HBC’s White Rock Proposals, as recommended in White Arkitekter’s design report, represents to many residents an unacceptable loss of greenspace.
Apparently there were over 700 comments made by the public as part of HBC’s Public Consultation exercise on their proposals for the White Rock Area, but as yet none have been published. Consequently, the rumour that they were all negative cannot be verified, nor indeed can it be denied. HUDG does not know why they still haven’t been published, but should we find out we will update this page.
We understand that HBC are constantly under financial pressure from having their Central Government support grants repeatedly cut, and need to examine other potential income streams. Whilst the potential development value of HBC’s land ownership at White Rock may appear a Godsend in such cash strapped times, we would urge caution in proceeding with the proposals as presented. We believe there are some fundamental flaws in their consultant’s report.
Further information to be added (critique).
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It is self-evident that one of the prime assets of a seaside town is it’s seafront.
After a number of years of neglect, there have been some small scale improvements instigated by HBC, ranging from activity areas, to improved planting, to the provision of kiosks serving snacks and drinks, and finally after a long drawn out contract the remodelling of the fountain opposite the White Rock Hotel. All very welcome, but relatively modest improvements. There is still no major reason for visitors to the Old Town to venture beyond the Pier.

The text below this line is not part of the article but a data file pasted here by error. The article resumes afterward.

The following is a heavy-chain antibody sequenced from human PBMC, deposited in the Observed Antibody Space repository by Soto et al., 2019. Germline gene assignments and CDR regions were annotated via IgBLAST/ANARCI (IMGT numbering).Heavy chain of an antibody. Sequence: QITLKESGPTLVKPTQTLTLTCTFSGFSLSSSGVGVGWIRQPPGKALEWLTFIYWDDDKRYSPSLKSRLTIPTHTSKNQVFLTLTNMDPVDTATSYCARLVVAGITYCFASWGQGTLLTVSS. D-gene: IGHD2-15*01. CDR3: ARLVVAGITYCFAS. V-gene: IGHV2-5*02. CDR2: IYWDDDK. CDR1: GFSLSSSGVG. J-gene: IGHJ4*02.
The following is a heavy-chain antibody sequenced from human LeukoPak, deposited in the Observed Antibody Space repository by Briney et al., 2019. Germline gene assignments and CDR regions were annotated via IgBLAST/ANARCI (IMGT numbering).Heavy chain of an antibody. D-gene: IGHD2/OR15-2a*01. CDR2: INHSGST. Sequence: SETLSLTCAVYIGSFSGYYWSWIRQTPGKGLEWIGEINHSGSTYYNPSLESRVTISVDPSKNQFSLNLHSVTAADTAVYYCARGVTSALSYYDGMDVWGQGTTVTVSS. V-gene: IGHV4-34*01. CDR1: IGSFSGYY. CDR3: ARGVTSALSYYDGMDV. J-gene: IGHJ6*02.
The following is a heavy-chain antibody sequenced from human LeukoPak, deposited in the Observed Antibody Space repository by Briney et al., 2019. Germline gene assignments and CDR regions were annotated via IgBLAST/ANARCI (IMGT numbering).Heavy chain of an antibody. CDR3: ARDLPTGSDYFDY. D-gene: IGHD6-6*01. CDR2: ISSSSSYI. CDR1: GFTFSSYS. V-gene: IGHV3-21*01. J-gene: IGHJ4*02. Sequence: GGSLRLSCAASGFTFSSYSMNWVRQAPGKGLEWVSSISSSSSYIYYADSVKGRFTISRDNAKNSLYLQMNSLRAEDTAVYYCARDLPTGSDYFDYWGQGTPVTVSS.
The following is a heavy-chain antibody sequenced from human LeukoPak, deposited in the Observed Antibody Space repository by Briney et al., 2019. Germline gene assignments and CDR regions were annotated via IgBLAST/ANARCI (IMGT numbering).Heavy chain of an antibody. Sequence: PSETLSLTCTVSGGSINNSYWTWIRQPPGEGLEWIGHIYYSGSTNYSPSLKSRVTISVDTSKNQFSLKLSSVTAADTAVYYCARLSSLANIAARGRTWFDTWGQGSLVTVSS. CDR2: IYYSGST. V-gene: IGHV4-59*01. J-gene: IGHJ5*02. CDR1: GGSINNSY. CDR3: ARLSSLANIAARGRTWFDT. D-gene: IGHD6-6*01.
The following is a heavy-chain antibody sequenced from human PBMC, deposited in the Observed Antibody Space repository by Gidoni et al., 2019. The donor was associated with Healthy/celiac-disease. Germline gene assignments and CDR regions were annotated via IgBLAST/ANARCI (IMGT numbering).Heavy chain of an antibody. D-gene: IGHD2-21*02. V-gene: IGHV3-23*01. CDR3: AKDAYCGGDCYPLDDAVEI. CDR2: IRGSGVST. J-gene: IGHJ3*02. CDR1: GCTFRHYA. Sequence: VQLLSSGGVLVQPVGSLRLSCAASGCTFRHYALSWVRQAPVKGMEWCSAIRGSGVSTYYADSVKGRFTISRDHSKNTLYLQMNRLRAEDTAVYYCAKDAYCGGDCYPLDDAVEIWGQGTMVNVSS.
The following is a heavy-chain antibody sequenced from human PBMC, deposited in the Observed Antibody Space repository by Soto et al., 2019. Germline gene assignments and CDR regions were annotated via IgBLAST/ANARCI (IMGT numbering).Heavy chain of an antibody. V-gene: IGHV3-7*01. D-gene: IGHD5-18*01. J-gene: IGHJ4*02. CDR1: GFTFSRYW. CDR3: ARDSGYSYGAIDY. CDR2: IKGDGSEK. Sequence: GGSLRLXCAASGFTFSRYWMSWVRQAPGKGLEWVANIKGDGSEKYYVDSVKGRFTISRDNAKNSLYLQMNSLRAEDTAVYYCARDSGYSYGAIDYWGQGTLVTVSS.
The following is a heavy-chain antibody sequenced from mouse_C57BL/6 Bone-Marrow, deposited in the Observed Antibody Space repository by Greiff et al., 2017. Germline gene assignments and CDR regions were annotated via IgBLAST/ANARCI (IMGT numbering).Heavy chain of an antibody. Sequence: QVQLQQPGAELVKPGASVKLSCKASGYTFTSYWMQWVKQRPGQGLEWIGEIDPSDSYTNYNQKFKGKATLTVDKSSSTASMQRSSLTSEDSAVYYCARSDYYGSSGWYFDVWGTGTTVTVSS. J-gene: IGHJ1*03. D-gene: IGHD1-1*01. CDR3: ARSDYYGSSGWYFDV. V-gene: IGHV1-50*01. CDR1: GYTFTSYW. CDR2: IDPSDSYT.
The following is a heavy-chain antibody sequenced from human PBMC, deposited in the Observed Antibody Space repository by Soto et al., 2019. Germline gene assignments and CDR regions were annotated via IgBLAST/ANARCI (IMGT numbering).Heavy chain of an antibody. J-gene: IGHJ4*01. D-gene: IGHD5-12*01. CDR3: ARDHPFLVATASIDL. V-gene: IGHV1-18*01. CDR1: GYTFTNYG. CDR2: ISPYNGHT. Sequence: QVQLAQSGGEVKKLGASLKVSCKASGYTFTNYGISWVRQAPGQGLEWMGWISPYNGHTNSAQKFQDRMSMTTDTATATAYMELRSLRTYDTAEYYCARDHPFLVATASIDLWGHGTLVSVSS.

Over the years there have been a number of suggestions for improving connectivity along the seafront to increase visitor footfall to Central and West St Leonard’s.
A “land-train” operated briefly along the promenade, running from the Pier to St Leonard’s, but was quietly withdrawn from service. Suggestions have been put forward from time to time for a tram, or light rail fixed link, perhaps extending as far a Glyne Gap, but so far, to our knowledge, no detailed feasibility study has been undertaken. Perhaps the answer to better communications is quite simple – just ensure that there is a frequent return bus service that runs the length of the seafront from the Old Town to Glyne Gap.
Given the new post-Covid agenda to improve active travel could the seafront become a key location for the suggested “Greening of Hastings” initiative? (page link) The promenade and adjacent A259 could be transformed into a well-planted linear park, with the benefit of sea views, not only to encourage more walking and cycling for residents but also to entice visitors to explore beyond the Pier. Combined with the suggested Art Trail this could prove a transformative initiative for the west-end of town (see Urban Room Projects).